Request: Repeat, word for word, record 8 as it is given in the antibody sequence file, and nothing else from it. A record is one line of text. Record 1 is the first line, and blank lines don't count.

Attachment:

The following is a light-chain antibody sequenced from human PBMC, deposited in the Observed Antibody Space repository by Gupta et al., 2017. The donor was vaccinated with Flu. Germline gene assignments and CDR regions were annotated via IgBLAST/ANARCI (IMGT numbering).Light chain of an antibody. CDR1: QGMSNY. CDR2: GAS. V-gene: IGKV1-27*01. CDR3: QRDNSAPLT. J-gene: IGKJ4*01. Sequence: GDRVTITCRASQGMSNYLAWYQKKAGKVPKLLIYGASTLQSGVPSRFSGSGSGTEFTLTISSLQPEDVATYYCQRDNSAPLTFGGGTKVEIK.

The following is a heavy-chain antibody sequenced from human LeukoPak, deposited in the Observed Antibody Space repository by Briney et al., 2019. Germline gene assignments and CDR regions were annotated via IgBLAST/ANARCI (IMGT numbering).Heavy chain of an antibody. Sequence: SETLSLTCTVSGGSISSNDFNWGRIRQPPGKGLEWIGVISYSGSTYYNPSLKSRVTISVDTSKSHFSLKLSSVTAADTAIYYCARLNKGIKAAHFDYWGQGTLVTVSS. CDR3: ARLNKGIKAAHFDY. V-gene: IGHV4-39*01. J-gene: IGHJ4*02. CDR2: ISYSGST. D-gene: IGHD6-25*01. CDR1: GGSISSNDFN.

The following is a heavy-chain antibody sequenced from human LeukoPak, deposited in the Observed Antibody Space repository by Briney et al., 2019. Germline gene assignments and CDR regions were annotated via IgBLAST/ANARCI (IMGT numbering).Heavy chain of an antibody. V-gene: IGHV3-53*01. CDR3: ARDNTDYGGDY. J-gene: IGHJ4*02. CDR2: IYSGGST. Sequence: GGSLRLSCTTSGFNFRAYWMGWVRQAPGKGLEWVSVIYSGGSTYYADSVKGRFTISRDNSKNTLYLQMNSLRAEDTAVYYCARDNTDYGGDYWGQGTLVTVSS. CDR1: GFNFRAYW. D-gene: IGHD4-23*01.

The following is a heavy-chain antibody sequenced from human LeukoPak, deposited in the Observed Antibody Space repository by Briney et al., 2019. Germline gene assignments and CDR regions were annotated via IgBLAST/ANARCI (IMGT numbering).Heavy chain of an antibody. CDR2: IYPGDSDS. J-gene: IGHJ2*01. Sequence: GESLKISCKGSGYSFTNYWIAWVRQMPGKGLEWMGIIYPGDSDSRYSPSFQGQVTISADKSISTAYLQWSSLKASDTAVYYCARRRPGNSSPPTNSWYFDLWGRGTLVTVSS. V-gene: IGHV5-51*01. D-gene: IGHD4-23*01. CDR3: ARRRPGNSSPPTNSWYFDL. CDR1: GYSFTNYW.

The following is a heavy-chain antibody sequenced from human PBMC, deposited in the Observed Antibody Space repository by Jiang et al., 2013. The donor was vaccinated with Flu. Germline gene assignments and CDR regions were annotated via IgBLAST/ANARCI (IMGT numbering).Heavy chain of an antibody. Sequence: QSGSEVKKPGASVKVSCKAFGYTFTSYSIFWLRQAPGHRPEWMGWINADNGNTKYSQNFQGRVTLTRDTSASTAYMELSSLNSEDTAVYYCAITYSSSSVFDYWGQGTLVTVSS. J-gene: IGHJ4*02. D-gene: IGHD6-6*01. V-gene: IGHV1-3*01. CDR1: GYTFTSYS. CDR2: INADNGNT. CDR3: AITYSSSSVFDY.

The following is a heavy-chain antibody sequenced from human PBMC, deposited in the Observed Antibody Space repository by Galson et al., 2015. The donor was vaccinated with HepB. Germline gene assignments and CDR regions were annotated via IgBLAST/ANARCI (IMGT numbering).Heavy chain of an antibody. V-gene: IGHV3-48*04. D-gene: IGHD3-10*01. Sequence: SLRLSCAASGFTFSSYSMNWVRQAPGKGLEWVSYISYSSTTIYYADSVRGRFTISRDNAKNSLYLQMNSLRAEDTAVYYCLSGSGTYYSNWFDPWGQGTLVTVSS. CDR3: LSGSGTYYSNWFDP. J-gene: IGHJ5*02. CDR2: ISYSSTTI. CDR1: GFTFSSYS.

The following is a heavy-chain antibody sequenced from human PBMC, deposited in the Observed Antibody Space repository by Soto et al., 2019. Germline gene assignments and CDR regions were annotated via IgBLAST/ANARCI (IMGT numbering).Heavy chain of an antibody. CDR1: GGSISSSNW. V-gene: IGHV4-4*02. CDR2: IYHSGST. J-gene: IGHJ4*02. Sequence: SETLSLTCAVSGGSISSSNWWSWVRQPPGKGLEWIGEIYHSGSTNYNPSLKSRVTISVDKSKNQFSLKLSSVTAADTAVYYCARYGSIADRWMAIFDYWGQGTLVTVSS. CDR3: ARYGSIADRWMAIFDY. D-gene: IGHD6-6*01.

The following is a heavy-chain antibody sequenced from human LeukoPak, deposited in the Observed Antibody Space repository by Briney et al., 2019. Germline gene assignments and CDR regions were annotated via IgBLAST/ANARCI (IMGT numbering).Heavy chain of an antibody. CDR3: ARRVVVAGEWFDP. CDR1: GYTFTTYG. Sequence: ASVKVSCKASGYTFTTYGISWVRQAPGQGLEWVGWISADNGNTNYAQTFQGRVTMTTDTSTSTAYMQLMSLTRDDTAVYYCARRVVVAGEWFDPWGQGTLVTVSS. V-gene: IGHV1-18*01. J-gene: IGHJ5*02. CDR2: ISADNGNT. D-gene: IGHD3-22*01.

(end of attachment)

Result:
The following is a heavy-chain antibody sequenced from human LeukoPak, deposited in the Observed Antibody Space repository by Briney et al., 2019. Germline gene assignments and CDR regions were annotated via IgBLAST/ANARCI (IMGT numbering).Heavy chain of an antibody. CDR3: ARRVVVAGEWFDP. CDR1: GYTFTTYG. Sequence: ASVKVSCKASGYTFTTYGISWVRQAPGQGLEWVGWISADNGNTNYAQTFQGRVTMTTDTSTSTAYMQLMSLTRDDTAVYYCARRVVVAGEWFDPWGQGTLVTVSS. V-gene: IGHV1-18*01. J-gene: IGHJ5*02. CDR2: ISADNGNT. D-gene: IGHD3-22*01.